There seems to be no limit to how far union bosses will go in demanding political payback for supporting President Obama’s election campaign. In the airline industry, they are demanding that the new administration rewrite the election process, imposing new labor-friendly rules that have been rejected by four previous administrations, both Republican and Democratic.
Airline union elections are governed by the Railway Labor Act (RLA). It is quite different than the National Labor Relations Act (NLRA), which covers unions in other industries. Contracts under the RLA are national in scope and require a majority of a workgroup to vote in a union. This reflects a long-held belief that a union can only be effective if it has the support of the majority of the employees and the fact that airlines and railroads are critical to moving U.S. commerce. A few other important facts about the RLA – there is no formal decertification process, which means it’s nearly impossible for a union to be voted out even if workers change their mind about being unionized. Workers covered by the RLA are also exempt from state right to work laws.
On September 2, 2009, the Association of Flight Attendants (AFA), International Association of Machinists (IAM) and other unions asked the National Mediation Board (NMB), which oversees RLA elections, to change the traditional majority rules voting process to a minority rule voting process – allowing the will of a small group of employees to dictate the fate of the entire workgroup. What does this mean? Instead of requiring a majority of employees to vote for union representation, a majority of only those voting in the election would be required. This would in essence assume that anyone not casting a ballot is, in fact, in favor of union representation.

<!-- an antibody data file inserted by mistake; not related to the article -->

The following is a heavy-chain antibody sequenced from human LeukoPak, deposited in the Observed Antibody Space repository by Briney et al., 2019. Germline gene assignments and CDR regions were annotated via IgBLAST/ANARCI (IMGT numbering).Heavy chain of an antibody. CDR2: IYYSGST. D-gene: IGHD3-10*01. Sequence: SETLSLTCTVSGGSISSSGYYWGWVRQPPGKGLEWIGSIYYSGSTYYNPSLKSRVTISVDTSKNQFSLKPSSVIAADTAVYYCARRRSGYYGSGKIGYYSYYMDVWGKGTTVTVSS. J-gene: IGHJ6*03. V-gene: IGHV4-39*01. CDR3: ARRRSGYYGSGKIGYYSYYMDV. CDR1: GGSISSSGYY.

Of course, they didn’t ask for other changes, like creating a decertification process or allowing workers to opt out of their union dues. They want to make it easier to unionize, and leave workers with the same near-impossibility of ever voting the union out. Doesn’t sound fair, does it?
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